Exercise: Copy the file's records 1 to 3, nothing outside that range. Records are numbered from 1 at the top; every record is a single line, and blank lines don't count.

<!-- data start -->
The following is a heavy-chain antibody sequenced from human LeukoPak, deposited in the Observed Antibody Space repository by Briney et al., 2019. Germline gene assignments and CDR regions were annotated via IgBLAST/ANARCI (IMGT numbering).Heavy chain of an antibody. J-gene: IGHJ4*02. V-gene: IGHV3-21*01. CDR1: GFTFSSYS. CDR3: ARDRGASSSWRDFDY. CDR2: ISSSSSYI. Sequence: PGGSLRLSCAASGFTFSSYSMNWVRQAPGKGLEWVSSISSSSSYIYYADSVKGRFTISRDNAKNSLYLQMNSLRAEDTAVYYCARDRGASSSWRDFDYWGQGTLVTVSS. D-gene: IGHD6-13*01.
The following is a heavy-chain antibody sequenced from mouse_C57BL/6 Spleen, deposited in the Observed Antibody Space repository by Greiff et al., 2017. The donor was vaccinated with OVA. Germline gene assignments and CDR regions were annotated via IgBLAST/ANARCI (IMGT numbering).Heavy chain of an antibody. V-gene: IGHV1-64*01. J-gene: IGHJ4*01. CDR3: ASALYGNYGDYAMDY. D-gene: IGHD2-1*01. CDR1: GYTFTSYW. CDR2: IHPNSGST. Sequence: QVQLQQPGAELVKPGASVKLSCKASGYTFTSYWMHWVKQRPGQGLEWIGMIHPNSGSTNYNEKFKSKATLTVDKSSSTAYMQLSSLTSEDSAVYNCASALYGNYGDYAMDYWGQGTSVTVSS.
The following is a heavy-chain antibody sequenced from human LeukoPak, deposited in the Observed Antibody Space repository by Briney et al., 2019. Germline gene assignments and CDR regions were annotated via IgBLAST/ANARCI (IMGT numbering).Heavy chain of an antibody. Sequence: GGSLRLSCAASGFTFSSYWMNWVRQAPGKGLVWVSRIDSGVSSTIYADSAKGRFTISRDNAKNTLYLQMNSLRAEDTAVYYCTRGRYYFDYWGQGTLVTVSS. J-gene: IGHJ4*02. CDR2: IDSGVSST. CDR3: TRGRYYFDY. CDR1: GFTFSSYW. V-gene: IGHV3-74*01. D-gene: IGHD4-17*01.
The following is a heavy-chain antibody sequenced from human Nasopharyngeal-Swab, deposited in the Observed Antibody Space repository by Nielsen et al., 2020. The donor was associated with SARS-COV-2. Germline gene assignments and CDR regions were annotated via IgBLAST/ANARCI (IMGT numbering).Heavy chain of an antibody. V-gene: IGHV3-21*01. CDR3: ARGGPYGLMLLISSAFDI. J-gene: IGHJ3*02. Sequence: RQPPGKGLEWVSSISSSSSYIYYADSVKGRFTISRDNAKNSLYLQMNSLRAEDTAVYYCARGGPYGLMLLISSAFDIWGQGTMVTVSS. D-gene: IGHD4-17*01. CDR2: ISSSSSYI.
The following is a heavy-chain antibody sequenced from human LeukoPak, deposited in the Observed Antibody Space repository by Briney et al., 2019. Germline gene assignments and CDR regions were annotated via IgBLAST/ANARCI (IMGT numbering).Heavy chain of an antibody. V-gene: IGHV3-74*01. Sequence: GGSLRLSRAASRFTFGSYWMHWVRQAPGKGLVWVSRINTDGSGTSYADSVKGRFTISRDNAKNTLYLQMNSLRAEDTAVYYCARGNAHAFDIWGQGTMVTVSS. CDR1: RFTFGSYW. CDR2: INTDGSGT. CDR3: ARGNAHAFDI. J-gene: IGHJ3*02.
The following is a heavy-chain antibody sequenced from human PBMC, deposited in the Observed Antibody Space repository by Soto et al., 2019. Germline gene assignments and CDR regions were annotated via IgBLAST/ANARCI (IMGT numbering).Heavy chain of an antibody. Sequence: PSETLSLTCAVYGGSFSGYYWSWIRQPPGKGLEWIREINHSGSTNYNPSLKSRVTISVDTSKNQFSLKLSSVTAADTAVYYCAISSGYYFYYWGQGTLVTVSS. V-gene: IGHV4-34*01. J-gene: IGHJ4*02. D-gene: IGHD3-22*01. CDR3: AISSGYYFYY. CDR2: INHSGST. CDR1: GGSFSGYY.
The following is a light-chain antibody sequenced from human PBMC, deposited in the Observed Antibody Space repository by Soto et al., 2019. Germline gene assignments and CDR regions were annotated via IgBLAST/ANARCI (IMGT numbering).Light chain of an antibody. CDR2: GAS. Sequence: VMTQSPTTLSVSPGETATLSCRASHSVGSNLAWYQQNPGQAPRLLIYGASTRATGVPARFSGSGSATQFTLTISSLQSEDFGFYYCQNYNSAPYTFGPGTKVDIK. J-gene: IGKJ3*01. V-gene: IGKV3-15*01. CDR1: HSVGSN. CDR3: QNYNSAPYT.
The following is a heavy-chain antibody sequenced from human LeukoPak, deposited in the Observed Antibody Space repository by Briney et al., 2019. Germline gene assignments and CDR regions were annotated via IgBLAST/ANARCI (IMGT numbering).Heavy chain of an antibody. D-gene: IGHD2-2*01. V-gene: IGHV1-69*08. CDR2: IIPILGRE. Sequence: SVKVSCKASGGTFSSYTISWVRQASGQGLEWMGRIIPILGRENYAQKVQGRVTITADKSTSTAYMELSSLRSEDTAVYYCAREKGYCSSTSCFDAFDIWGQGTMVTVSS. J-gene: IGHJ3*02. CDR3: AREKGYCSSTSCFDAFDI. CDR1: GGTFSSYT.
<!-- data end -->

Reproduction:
The following is a heavy-chain antibody sequenced from human LeukoPak, deposited in the Observed Antibody Space repository by Briney et al., 2019. Germline gene assignments and CDR regions were annotated via IgBLAST/ANARCI (IMGT numbering).Heavy chain of an antibody. J-gene: IGHJ4*02. V-gene: IGHV3-21*01. CDR1: GFTFSSYS. CDR3: ARDRGASSSWRDFDY. CDR2: ISSSSSYI. Sequence: PGGSLRLSCAASGFTFSSYSMNWVRQAPGKGLEWVSSISSSSSYIYYADSVKGRFTISRDNAKNSLYLQMNSLRAEDTAVYYCARDRGASSSWRDFDYWGQGTLVTVSS. D-gene: IGHD6-13*01.
The following is a heavy-chain antibody sequenced from mouse_C57BL/6 Spleen, deposited in the Observed Antibody Space repository by Greiff et al., 2017. The donor was vaccinated with OVA. Germline gene assignments and CDR regions were annotated via IgBLAST/ANARCI (IMGT numbering).Heavy chain of an antibody. V-gene: IGHV1-64*01. J-gene: IGHJ4*01. CDR3: ASALYGNYGDYAMDY. D-gene: IGHD2-1*01. CDR1: GYTFTSYW. CDR2: IHPNSGST. Sequence: QVQLQQPGAELVKPGASVKLSCKASGYTFTSYWMHWVKQRPGQGLEWIGMIHPNSGSTNYNEKFKSKATLTVDKSSSTAYMQLSSLTSEDSAVYNCASALYGNYGDYAMDYWGQGTSVTVSS.
The following is a heavy-chain antibody sequenced from human LeukoPak, deposited in the Observed Antibody Space repository by Briney et al., 2019. Germline gene assignments and CDR regions were annotated via IgBLAST/ANARCI (IMGT numbering).Heavy chain of an antibody. Sequence: GGSLRLSCAASGFTFSSYWMNWVRQAPGKGLVWVSRIDSGVSSTIYADSAKGRFTISRDNAKNTLYLQMNSLRAEDTAVYYCTRGRYYFDYWGQGTLVTVSS. J-gene: IGHJ4*02. CDR2: IDSGVSST. CDR3: TRGRYYFDY. CDR1: GFTFSSYW. V-gene: IGHV3-74*01. D-gene: IGHD4-17*01.